Behind the YouTube pranksters exploiting bizarre kids’ channels
YouTube is home to a lot of deeply weird content and strange trends, from unboxing videos to ASMR channels to sterile performance art to NSFW vulgarity. The last one is something YouTube has tried to address — they now offer an app called “YouTube Kids” that is supposed to give children access to age-appropriate videos while blocking others. Even so, many videos and channels ostensibly aimed at children are troubling and bizarre for adults to watch. In one genre of videos, realistic baby dolls get changed and fed and bathed, and it’s all very fascinating for a two-year-old, who sees the dolls, and horrifying to a thirty-two-year-old who sees the grown woman’s hand manipulating them. Another genre consists of adults cosplaying well-known franchise characters. The most popular channel in this genre is Webs & Tiaras — Toy Monster Compilations, a series that imagines various fanfic scenarios mainly between Spiderman and Elsa from Frozen, with cameos from the Joker and Elsa’s sister Anna.
The view counts on the Webs & Tiaras channel are comparable in number to Casey Neistat vlogs or Ed Sheeran music videos — some on the order of 100 million views, racked up in a single month. The channel, which is only a year and a half old, has over 5 million subscribers, and the videos can get over a million views in just one day. The characters act out simple but nonsensically nightmarish storylines accompanied by repetitive music and no dialogue. Titles include: “Frozen Elsa gets CHICKEN FEET!”, “Frozen Elsa gets BRAIN BELLY!”, “Frozen Elsa & Anna TEAR SPIDERMAN APART!”, “EVIL SANTA KIDNAPS Frozen Elsa & Spiderman!”, and “Frozen Elsa FLUSHES Spiderman in Toilet!”, among others. The storylines are pretty twisted for children’s content: some videos involve Elsa giving birth, and in some others, Spiderman injects Elsa with a brightly colored liquid. You half expect the scenarios to be porn setups.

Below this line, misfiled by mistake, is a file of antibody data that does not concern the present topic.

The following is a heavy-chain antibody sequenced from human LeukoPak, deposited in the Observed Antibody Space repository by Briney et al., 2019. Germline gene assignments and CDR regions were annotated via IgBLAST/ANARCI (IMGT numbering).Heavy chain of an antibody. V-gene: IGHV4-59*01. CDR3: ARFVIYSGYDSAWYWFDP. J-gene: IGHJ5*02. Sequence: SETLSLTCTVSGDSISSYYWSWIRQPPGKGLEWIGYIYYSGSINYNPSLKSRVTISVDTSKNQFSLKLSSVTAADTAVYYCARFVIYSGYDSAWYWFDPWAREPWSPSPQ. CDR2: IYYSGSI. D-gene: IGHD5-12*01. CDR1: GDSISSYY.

Despite the apparent virality of the videos, the other metrics used to measure popularity don’t add up with the high view counts. The like and dislike options (thumbs-up and thumbs-down) are usually disabled on the videos, meaning you can’t see how many users are actually engaging with them. There are very few comments (usually several hundred for a video with millions of views), most of which are either keymash nonsense or blather from similar channels hoping, perhaps, to get clicks and views themselves. You get the feeling something is off. The Guardian took notice of the channel last summer, but made little sense of it.
Ethan and Hila Klein, the husband-and-wife Israeli-American YouTubers and meme critics known for their MST3K-style reaction videos under the name h3h3Productions, have weighed in on the phenomenon — mainly how improbable it is. Their main hypothesis is that Webs & Tiaras’ views are coming from bots, making the videos look more popular by jacking up the view counts, and making the channel more money through ad revenue. They also believe, though, that some young children are probably mindlessly viewing the videos on repeat on their parents’ iPads (which could explain the gibberish comments, at least). When Zachzy Games, another YouTuber, expressed skepticism over Webs & Tiaras’ metrics, the owners of the channel emailed him denying the use of bots to increase their view counts and popularity. (I sent an email to a Frozen-themed address for Webs & Tiaras with a request for comment but have not heard back).